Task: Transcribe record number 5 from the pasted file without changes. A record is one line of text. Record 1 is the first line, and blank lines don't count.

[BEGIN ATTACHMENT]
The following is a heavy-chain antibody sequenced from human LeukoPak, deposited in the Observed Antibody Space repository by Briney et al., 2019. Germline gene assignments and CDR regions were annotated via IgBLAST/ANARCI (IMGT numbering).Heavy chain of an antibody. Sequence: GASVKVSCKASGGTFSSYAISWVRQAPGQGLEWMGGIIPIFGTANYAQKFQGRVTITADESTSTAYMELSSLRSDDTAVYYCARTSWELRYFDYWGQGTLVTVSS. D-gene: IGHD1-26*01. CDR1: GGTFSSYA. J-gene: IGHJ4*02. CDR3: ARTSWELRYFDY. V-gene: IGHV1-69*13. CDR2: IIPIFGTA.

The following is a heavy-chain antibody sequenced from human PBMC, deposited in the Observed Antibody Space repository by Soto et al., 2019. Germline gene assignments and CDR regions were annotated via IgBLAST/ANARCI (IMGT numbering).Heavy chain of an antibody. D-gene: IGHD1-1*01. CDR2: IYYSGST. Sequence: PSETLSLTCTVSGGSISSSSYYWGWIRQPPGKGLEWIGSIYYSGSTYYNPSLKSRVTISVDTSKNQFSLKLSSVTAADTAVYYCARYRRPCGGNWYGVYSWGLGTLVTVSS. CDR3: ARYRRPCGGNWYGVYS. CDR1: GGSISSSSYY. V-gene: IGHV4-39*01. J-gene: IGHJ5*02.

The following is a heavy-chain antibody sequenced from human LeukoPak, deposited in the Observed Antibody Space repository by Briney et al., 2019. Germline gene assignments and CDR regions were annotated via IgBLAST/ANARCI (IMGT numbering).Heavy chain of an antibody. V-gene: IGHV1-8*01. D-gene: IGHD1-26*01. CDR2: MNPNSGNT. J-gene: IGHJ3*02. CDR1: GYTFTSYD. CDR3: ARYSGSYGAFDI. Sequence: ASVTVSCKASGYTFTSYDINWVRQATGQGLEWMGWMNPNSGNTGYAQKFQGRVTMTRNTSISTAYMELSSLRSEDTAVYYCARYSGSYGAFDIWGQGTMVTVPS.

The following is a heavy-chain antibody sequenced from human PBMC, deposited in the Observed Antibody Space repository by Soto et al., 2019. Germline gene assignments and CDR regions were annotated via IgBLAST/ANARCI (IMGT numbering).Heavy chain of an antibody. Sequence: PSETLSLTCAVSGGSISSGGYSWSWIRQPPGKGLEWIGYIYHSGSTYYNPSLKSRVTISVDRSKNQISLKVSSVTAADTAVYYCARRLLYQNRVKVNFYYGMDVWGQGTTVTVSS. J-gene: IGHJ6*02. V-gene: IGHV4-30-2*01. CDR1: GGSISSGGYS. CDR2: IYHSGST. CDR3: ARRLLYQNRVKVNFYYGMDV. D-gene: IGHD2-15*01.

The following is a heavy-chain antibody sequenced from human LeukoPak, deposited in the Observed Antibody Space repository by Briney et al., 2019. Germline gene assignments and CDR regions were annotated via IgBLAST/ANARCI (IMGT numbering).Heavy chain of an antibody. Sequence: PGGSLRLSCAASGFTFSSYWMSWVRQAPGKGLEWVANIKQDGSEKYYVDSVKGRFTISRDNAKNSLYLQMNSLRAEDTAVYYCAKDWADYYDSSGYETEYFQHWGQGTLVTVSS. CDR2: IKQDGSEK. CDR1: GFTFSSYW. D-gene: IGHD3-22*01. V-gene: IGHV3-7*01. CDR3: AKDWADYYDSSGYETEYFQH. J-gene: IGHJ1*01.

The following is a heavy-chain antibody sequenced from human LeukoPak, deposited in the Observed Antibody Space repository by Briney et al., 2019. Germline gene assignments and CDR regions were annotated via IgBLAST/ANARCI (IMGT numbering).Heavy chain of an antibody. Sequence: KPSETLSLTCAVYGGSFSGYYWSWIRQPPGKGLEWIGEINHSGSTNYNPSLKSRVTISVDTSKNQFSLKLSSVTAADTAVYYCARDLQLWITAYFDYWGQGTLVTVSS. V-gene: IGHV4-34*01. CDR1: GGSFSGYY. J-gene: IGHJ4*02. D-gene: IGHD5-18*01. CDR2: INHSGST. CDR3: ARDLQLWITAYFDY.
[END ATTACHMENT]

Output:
The following is a heavy-chain antibody sequenced from human LeukoPak, deposited in the Observed Antibody Space repository by Briney et al., 2019. Germline gene assignments and CDR regions were annotated via IgBLAST/ANARCI (IMGT numbering).Heavy chain of an antibody. Sequence: PGGSLRLSCAASGFTFSSYWMSWVRQAPGKGLEWVANIKQDGSEKYYVDSVKGRFTISRDNAKNSLYLQMNSLRAEDTAVYYCAKDWADYYDSSGYETEYFQHWGQGTLVTVSS. CDR2: IKQDGSEK. CDR1: GFTFSSYW. D-gene: IGHD3-22*01. V-gene: IGHV3-7*01. CDR3: AKDWADYYDSSGYETEYFQH. J-gene: IGHJ1*01.